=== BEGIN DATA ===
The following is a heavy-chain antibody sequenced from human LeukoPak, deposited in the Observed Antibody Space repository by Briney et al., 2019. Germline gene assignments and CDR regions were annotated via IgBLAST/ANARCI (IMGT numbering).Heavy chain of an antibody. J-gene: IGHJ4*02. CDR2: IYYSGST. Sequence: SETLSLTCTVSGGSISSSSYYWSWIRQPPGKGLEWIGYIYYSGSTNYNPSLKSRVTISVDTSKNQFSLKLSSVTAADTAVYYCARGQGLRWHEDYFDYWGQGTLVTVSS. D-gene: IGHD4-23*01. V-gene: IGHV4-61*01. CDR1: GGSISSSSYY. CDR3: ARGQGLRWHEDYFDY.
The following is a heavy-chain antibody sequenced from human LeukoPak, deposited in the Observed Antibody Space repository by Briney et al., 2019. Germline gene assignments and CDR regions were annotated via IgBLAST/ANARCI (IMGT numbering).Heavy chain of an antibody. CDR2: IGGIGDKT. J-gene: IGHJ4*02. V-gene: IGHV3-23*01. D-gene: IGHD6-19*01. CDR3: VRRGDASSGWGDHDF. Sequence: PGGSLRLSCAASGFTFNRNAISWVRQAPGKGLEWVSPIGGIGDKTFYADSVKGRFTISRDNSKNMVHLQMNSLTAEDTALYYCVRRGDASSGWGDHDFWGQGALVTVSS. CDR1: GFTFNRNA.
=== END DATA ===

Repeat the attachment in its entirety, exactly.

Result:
The following is a heavy-chain antibody sequenced from human LeukoPak, deposited in the Observed Antibody Space repository by Briney et al., 2019. Germline gene assignments and CDR regions were annotated via IgBLAST/ANARCI (IMGT numbering).Heavy chain of an antibody. J-gene: IGHJ4*02. CDR2: IYYSGST. Sequence: SETLSLTCTVSGGSISSSSYYWSWIRQPPGKGLEWIGYIYYSGSTNYNPSLKSRVTISVDTSKNQFSLKLSSVTAADTAVYYCARGQGLRWHEDYFDYWGQGTLVTVSS. D-gene: IGHD4-23*01. V-gene: IGHV4-61*01. CDR1: GGSISSSSYY. CDR3: ARGQGLRWHEDYFDY.
The following is a heavy-chain antibody sequenced from human LeukoPak, deposited in the Observed Antibody Space repository by Briney et al., 2019. Germline gene assignments and CDR regions were annotated via IgBLAST/ANARCI (IMGT numbering).Heavy chain of an antibody. CDR2: IGGIGDKT. J-gene: IGHJ4*02. V-gene: IGHV3-23*01. D-gene: IGHD6-19*01. CDR3: VRRGDASSGWGDHDF. Sequence: PGGSLRLSCAASGFTFNRNAISWVRQAPGKGLEWVSPIGGIGDKTFYADSVKGRFTISRDNSKNMVHLQMNSLTAEDTALYYCVRRGDASSGWGDHDFWGQGALVTVSS. CDR1: GFTFNRNA.